Review: My Mother Runs in Zig-Zags – ‘incredibly refreshing and ambitious’

An all-BAME cast and crew production, My Mother Runs in Zig-Zags powerfully explores civil war, intergenerational trauma and the diasporic experience.

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5 young women stand on stage, three in the foreground, two in the background, dressed in dark coloured clothes. The three in the foreground raise their right hands to their heads
Photographer: Eddie Atonga

Coming off the success of their last show Talaash, Coriander Theatre returns with another all-BAME cast and crew production. Written and directed by Simran Uppal and Zad El Bacha, My Mother Runs in Zig-Zags incorporates elements of El Bacha’s previous play, On Death Etcetera.

My Mother Runs in Zig-Zags centres on a conversation between two friends (Iqra Mohamed and Shekinah Opara) in a kitchen which has an incessant leaky pipe. After they both call their mothers to figure out how best to deal with this issue, the narrative then expands to recollections of the Lebanese Civil War. When recalling these memories, the boundaries between physical space and time collapse, as we are transported to a war-torn Beirut at the height of the civil war.

Though this was a clever narrative arrangement, at times it felt disjointed and difficult to follow; as a result, when Mohamed announced at the end of the play that she was in fact going back home for Eid, this decision felt rather abrupt. Nevertheless, the play succeeded in its exploration of themes, particularly intergenerational trauma. This underpinned the play and it was clear that both daughters had been affected by and bore the weight of inherited trauma. I found the discussion of how migrant families can often romanticise painful stories as a way of dealing with that trauma particularly compelling.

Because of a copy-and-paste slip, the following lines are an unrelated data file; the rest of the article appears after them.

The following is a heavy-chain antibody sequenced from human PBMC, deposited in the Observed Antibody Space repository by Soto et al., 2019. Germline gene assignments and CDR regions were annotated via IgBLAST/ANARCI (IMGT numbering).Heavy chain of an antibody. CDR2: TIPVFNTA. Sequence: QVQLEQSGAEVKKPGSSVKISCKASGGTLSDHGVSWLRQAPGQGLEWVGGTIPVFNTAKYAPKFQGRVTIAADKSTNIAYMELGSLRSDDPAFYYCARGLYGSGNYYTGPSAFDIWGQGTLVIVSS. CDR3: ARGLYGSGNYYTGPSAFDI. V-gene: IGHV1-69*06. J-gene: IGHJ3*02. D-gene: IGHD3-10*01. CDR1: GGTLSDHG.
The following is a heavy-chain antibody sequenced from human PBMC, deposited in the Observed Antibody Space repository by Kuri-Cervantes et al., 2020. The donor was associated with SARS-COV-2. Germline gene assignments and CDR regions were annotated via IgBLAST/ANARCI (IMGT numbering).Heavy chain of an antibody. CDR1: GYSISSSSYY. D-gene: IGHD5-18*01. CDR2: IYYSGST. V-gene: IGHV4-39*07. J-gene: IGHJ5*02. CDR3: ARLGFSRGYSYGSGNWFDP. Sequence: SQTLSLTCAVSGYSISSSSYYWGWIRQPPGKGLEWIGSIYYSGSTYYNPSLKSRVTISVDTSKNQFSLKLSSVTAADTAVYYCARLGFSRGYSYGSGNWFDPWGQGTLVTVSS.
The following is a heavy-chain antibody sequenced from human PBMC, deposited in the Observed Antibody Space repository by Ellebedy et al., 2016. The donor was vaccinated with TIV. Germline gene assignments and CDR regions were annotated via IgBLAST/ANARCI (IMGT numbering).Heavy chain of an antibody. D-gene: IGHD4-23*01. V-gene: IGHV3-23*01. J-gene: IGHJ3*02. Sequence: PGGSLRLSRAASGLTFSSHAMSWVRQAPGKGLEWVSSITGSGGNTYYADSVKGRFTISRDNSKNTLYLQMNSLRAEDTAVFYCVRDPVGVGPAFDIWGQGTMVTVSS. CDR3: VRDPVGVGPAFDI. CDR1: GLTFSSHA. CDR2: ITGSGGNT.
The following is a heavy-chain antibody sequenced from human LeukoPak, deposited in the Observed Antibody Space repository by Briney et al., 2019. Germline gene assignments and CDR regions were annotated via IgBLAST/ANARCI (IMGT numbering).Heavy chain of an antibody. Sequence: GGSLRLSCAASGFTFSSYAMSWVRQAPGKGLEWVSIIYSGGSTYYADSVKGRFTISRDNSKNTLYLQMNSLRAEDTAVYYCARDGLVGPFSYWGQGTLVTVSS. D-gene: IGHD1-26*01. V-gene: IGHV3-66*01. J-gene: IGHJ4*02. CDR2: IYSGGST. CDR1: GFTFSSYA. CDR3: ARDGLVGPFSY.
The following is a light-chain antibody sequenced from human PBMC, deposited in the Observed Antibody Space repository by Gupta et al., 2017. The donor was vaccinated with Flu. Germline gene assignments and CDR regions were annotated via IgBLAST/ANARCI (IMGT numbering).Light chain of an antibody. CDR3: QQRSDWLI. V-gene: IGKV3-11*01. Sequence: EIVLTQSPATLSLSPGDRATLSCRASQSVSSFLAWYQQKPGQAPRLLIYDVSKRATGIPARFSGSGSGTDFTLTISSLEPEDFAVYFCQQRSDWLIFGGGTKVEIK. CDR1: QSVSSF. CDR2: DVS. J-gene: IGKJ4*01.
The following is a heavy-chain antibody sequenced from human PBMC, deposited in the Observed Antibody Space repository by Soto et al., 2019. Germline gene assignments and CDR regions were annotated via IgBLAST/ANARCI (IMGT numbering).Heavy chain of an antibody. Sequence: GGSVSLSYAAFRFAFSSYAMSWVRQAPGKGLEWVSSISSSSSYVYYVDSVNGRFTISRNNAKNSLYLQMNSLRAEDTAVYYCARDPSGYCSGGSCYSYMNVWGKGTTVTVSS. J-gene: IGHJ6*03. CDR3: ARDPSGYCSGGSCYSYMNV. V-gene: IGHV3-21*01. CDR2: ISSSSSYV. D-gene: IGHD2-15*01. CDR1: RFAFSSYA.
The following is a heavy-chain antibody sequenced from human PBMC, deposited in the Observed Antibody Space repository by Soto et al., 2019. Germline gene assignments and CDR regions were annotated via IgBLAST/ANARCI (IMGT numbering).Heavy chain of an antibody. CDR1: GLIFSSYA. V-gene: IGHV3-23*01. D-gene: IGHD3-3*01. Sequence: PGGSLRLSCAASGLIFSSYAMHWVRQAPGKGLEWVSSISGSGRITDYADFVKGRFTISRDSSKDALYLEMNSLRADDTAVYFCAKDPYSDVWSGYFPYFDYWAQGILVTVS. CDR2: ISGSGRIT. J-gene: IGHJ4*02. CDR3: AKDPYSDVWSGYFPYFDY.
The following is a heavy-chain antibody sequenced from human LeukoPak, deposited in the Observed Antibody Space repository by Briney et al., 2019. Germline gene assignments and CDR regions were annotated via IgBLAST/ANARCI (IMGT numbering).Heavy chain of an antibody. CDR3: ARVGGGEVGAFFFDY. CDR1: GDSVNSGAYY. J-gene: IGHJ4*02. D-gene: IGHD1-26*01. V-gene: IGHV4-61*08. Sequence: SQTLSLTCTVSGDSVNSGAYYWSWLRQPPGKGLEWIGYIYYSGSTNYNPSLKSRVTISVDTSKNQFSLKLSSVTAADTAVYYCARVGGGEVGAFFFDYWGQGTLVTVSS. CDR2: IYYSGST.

Given the extraordinary lasting effects of both the Lebanese and Nigerian Civil War, I could not help but think that there was more that could have been explored within these narratives. This was mostly true for the development of the narrative of Opara’s character, who merely stated her parents’ inability to speak about the Biafran War. Although it may have been a pointed decision of the directors to only mention the Biafran War in passing, as someone whose parents lived through it, the lack of development felt to me like a massive oversight within the script. Mohamed’s dialogue, on the other hand, was more developed, and she effortlessly explored her grandmother and mother’s memories and anecdotes of the Lebanese Civil War.

Considering the fact that for both Opara and Mohamed these were their first major acting roles, their confidence and instinct on stage was incredible to watch. With their naturalistic style of delivery, they involved the audience in the story and I couldn’t help but laugh during some of the exchanges between the two friends. The staging helped to reinforce this intimate atmosphere, with Mohamed and Opara often facing and speaking directly to the audience, thus blurring the line between the actors and audience. This production also made great use of the space at The North Wall, with luggage, hanging car bumpers and a fridge strewn across the stage. The set conveyed the two worlds the characters were straddling, effectively capturing the domestic life of many immigrant families with a visual illustration of how two distinct cultures can coexist.

The highlight of this play was undoubtedly its merging of music and contemporary dance, which showcased the diverse range of talents within the cast.  Dancers and choreographers Esther Agbolade, Kalyna El Kettas and Jesryna Patel were particularly captivating, and they powerfully explored the hardening effects of war by rapidly switching between the roles of playful children and armed soldiers. Joliff Seville’s original music score also nicely complemented El-Bacha’s and Uppal’s lyrical writing. Admittedly, however, the mixture of the live music, movement from the chorus, dance and spoken word was at times overpowering, and sometimes it was difficult to hear the evocative spoken word (delivered melodically by Michael Akodeji-Johnson).

All in all, My Mother Runs in Zig-Zags is an incredibly refreshing and ambitious piece of theatre. A year on from Medea (Oxford’s first all BAME cast and crew production) and as the first show funded by the Oxford BAME Drama Society, it is heart-warming to know that a clear legacy has now been established when it comes to Oxford student productions promoting diversity.

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